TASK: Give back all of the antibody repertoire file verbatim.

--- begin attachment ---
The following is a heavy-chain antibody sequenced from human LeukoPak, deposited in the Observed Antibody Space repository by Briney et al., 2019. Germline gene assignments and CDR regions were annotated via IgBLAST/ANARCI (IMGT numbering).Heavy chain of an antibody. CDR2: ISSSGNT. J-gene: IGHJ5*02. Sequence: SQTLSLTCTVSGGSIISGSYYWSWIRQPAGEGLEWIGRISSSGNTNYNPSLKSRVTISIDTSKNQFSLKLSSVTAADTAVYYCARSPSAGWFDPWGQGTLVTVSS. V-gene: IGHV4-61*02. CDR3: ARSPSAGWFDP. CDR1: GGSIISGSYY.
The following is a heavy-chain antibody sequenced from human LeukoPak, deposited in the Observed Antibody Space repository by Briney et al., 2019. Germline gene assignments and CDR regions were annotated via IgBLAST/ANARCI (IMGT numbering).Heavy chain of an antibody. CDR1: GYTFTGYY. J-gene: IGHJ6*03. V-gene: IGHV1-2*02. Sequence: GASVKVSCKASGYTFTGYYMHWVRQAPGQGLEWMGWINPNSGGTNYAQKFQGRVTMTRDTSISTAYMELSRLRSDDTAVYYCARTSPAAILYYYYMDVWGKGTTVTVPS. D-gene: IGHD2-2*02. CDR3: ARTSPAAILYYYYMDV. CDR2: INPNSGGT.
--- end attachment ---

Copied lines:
The following is a heavy-chain antibody sequenced from human LeukoPak, deposited in the Observed Antibody Space repository by Briney et al., 2019. Germline gene assignments and CDR regions were annotated via IgBLAST/ANARCI (IMGT numbering).Heavy chain of an antibody. CDR2: ISSSGNT. J-gene: IGHJ5*02. Sequence: SQTLSLTCTVSGGSIISGSYYWSWIRQPAGEGLEWIGRISSSGNTNYNPSLKSRVTISIDTSKNQFSLKLSSVTAADTAVYYCARSPSAGWFDPWGQGTLVTVSS. V-gene: IGHV4-61*02. CDR3: ARSPSAGWFDP. CDR1: GGSIISGSYY.
The following is a heavy-chain antibody sequenced from human LeukoPak, deposited in the Observed Antibody Space repository by Briney et al., 2019. Germline gene assignments and CDR regions were annotated via IgBLAST/ANARCI (IMGT numbering).Heavy chain of an antibody. CDR1: GYTFTGYY. J-gene: IGHJ6*03. V-gene: IGHV1-2*02. Sequence: GASVKVSCKASGYTFTGYYMHWVRQAPGQGLEWMGWINPNSGGTNYAQKFQGRVTMTRDTSISTAYMELSRLRSDDTAVYYCARTSPAAILYYYYMDVWGKGTTVTVPS. D-gene: IGHD2-2*02. CDR3: ARTSPAAILYYYYMDV. CDR2: INPNSGGT.